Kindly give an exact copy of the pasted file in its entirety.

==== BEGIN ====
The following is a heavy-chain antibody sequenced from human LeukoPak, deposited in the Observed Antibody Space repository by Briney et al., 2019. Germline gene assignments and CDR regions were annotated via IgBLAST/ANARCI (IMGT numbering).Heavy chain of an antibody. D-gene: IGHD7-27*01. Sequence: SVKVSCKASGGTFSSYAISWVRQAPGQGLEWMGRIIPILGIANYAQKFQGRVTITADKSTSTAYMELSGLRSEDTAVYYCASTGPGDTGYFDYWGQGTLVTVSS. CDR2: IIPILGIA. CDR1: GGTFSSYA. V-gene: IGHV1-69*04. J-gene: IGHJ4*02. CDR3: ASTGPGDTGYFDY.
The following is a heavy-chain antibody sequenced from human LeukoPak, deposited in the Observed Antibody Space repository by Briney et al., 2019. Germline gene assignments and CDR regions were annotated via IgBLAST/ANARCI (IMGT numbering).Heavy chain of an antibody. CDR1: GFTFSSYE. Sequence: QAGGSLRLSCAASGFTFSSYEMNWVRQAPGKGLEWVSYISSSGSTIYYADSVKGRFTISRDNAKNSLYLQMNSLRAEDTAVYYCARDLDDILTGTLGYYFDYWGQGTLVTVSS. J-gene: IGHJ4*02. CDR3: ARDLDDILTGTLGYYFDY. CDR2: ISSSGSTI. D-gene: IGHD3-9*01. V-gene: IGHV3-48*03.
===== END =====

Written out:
The following is a heavy-chain antibody sequenced from human LeukoPak, deposited in the Observed Antibody Space repository by Briney et al., 2019. Germline gene assignments and CDR regions were annotated via IgBLAST/ANARCI (IMGT numbering).Heavy chain of an antibody. D-gene: IGHD7-27*01. Sequence: SVKVSCKASGGTFSSYAISWVRQAPGQGLEWMGRIIPILGIANYAQKFQGRVTITADKSTSTAYMELSGLRSEDTAVYYCASTGPGDTGYFDYWGQGTLVTVSS. CDR2: IIPILGIA. CDR1: GGTFSSYA. V-gene: IGHV1-69*04. J-gene: IGHJ4*02. CDR3: ASTGPGDTGYFDY.
The following is a heavy-chain antibody sequenced from human LeukoPak, deposited in the Observed Antibody Space repository by Briney et al., 2019. Germline gene assignments and CDR regions were annotated via IgBLAST/ANARCI (IMGT numbering).Heavy chain of an antibody. CDR1: GFTFSSYE. Sequence: QAGGSLRLSCAASGFTFSSYEMNWVRQAPGKGLEWVSYISSSGSTIYYADSVKGRFTISRDNAKNSLYLQMNSLRAEDTAVYYCARDLDDILTGTLGYYFDYWGQGTLVTVSS. J-gene: IGHJ4*02. CDR3: ARDLDDILTGTLGYYFDY. CDR2: ISSSGSTI. D-gene: IGHD3-9*01. V-gene: IGHV3-48*03.